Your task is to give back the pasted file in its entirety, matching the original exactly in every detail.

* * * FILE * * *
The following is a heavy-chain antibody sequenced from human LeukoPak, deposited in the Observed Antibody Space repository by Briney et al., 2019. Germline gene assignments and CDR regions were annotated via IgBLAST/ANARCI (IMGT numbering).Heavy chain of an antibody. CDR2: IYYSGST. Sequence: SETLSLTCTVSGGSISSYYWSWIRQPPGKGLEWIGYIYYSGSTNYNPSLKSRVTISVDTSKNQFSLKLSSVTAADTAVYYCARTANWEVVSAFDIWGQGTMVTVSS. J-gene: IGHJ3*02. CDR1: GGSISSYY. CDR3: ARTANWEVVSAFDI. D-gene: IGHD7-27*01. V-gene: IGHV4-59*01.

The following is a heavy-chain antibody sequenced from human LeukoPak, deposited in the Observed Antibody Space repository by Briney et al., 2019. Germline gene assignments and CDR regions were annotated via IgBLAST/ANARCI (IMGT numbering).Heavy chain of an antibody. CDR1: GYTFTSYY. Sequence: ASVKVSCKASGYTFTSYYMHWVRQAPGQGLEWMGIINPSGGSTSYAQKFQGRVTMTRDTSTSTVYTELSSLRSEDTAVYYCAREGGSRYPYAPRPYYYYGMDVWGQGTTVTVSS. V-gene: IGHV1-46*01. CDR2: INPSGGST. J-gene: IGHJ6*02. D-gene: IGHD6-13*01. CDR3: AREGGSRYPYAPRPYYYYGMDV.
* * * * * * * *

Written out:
The following is a heavy-chain antibody sequenced from human LeukoPak, deposited in the Observed Antibody Space repository by Briney et al., 2019. Germline gene assignments and CDR regions were annotated via IgBLAST/ANARCI (IMGT numbering).Heavy chain of an antibody. CDR2: IYYSGST. Sequence: SETLSLTCTVSGGSISSYYWSWIRQPPGKGLEWIGYIYYSGSTNYNPSLKSRVTISVDTSKNQFSLKLSSVTAADTAVYYCARTANWEVVSAFDIWGQGTMVTVSS. J-gene: IGHJ3*02. CDR1: GGSISSYY. CDR3: ARTANWEVVSAFDI. D-gene: IGHD7-27*01. V-gene: IGHV4-59*01.

The following is a heavy-chain antibody sequenced from human LeukoPak, deposited in the Observed Antibody Space repository by Briney et al., 2019. Germline gene assignments and CDR regions were annotated via IgBLAST/ANARCI (IMGT numbering).Heavy chain of an antibody. CDR1: GYTFTSYY. Sequence: ASVKVSCKASGYTFTSYYMHWVRQAPGQGLEWMGIINPSGGSTSYAQKFQGRVTMTRDTSTSTVYTELSSLRSEDTAVYYCAREGGSRYPYAPRPYYYYGMDVWGQGTTVTVSS. V-gene: IGHV1-46*01. CDR2: INPSGGST. J-gene: IGHJ6*02. D-gene: IGHD6-13*01. CDR3: AREGGSRYPYAPRPYYYYGMDV.